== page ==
State Of The Artist: A Slippery Floor & A Radiator -- A Perfect Combination
The first time I met Nate Woogen, I didn't actually meet the man, I met the man's writing, specifically a scene from his screenplay, "Physical Therapy Massacre." I saw actors performing it at a cold reading presented by Naked Angels.
Nate's screenplay is about a violent physical therapist who is cruel to vulnerable people. The crimes take place inside a dirty gym that was converted into a clinic for people with disabilities. The setting was inspired by an experience Nate had at an unsafe clinic he visited many years ago for his ataxic cerebral palsy.
He described the clinic: "It was very creepy because you had to go around the back to the little door. It was mostly bare with just equipment around the edges." He spoke about the staff. "They weren't listening to me about my CP and they treated it like it was a sports injury."
Nowadays, Nate is pleased with the health professionals he works with and lives a very independent life in Chicago's Streeterville neighborhood.
Originally from Westchester, New York he moved to Chicago four years ago to receive medical care for complications he had from a concussion. He said he got the concussion "from a slippery floor and a radiator." He chuckled softly and called it "a perfect combination." And that's when we delved into the history of his sense of humor.
The 27-year-old said he was an early talker. "My mom said I started telling jokes really early. She thinks it might be because I had trouble moving and walking so I had to rely on talking more."
Of course, being talkative and funny doesn't necessarily mean happy. Nate said, "I was always sort of isolated because it took me longer to get places. I enjoyed being a kid. In general I enjoyed it. I just had moments of depression." He continued, "I think when I was younger, I was depressed about not being able to keep up with everyone else and then, as I got older, mostly medical things caused me to go back to depression." Nate has experienced depression at different stages in his life and said, "It's really hard to see a linear 'cause and effect' with depression."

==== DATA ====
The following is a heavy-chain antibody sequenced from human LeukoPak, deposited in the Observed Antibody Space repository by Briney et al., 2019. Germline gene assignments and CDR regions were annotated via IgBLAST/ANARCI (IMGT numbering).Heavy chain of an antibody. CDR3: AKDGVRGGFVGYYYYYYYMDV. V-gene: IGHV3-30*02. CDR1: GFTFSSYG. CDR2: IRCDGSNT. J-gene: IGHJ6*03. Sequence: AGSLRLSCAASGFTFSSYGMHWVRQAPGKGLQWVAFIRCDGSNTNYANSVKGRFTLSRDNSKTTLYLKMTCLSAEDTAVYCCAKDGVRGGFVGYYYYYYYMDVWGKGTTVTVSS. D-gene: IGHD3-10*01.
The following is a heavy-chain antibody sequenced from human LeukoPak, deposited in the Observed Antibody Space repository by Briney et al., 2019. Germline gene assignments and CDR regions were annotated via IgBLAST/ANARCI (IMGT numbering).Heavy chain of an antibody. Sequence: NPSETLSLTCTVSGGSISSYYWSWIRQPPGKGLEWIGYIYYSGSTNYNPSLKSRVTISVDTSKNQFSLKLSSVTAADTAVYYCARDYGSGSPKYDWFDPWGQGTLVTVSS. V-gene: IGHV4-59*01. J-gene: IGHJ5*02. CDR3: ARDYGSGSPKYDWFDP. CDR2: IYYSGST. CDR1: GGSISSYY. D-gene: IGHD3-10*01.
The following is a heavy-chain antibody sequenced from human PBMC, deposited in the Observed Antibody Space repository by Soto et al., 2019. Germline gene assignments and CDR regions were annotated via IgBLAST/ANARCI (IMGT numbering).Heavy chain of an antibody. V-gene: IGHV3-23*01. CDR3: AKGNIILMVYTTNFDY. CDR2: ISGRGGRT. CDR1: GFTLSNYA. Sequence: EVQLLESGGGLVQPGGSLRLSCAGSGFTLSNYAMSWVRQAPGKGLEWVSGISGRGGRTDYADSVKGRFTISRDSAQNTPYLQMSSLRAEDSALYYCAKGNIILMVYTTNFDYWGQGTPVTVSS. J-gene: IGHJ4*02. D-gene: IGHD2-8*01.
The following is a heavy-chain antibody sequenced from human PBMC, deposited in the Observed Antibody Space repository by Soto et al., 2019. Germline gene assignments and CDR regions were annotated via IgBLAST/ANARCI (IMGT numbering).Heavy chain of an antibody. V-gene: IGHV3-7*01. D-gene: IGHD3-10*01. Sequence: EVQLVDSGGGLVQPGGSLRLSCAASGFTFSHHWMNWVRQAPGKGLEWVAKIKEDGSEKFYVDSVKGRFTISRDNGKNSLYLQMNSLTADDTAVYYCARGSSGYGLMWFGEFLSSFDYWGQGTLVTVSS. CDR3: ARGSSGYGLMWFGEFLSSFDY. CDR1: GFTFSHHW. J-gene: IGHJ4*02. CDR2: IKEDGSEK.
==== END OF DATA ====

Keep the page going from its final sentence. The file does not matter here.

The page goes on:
Just as there is no single cause for one person's depression, there is no single cure. Some credit nature, exercise, nutrition, and medicine as reliable coping mechanisms. Nate credits writing horror and performing stand-up comedy for keeping him out of depression.
It is well known that some of the funniest people have depression. He said, "I know there is a high percentage of comedians who are depressed." He continued with his distinctive dry humor, "Depressed people become comedians. It's not that comedy makes you depressed."
To build the skills needed to write and perform, Nate took classes at The Second City. He started with writing classes, then improv, then stand-up comedy. Taking classes led to an internship at The Comedy Bar and after that, he started to hit the open mics.
Nate's stand-up comedy tackles serious subjects with puns from a comedian's perspective.
I watched him perform:
"This is my impression of a comedian at an assisted suicide conference. 'Hey guys. I hope you like these jokes. But if you don't, feel free to come up and pull the plug.'"
Nate charmed and amused his audience but sometimes his comedy isn't met with laughter or applause. That's how it goes. When that happens, he said it's usually because he is testing something new. When he realizes the new material is falling flat, he course corrects and performs material that is already proven. He is experienced and prepared.
Nate is an intellectual man who is often seen around Chicago performing, workshopping his writing, participating in cold readings, or supporting other people's work. He says he identifies as a writer second and a comedian first. When asked why, he said, "Comedy takes over your life once you get into it."